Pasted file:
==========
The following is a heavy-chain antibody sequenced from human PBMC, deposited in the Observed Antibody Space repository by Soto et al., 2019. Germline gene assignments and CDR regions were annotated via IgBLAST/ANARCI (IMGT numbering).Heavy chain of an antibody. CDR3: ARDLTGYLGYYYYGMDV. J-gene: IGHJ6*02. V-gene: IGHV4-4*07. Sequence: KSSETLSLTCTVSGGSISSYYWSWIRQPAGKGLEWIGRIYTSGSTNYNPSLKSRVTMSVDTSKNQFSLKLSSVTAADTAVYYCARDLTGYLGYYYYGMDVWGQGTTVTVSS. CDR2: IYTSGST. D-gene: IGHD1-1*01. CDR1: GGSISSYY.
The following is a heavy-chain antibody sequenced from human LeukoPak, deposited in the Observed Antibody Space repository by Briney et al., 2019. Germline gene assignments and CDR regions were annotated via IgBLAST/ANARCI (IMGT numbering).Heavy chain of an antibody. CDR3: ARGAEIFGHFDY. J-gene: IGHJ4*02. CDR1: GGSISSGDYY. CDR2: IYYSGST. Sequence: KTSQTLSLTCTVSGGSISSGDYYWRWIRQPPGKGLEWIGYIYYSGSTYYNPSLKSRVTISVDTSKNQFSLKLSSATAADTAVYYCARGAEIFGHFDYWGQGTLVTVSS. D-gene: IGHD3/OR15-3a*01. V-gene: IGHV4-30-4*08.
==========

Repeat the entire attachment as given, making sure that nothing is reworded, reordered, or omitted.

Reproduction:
The following is a heavy-chain antibody sequenced from human PBMC, deposited in the Observed Antibody Space repository by Soto et al., 2019. Germline gene assignments and CDR regions were annotated via IgBLAST/ANARCI (IMGT numbering).Heavy chain of an antibody. CDR3: ARDLTGYLGYYYYGMDV. J-gene: IGHJ6*02. V-gene: IGHV4-4*07. Sequence: KSSETLSLTCTVSGGSISSYYWSWIRQPAGKGLEWIGRIYTSGSTNYNPSLKSRVTMSVDTSKNQFSLKLSSVTAADTAVYYCARDLTGYLGYYYYGMDVWGQGTTVTVSS. CDR2: IYTSGST. D-gene: IGHD1-1*01. CDR1: GGSISSYY.
The following is a heavy-chain antibody sequenced from human LeukoPak, deposited in the Observed Antibody Space repository by Briney et al., 2019. Germline gene assignments and CDR regions were annotated via IgBLAST/ANARCI (IMGT numbering).Heavy chain of an antibody. CDR3: ARGAEIFGHFDY. J-gene: IGHJ4*02. CDR1: GGSISSGDYY. CDR2: IYYSGST. Sequence: KTSQTLSLTCTVSGGSISSGDYYWRWIRQPPGKGLEWIGYIYYSGSTYYNPSLKSRVTISVDTSKNQFSLKLSSATAADTAVYYCARGAEIFGHFDYWGQGTLVTVSS. D-gene: IGHD3/OR15-3a*01. V-gene: IGHV4-30-4*08.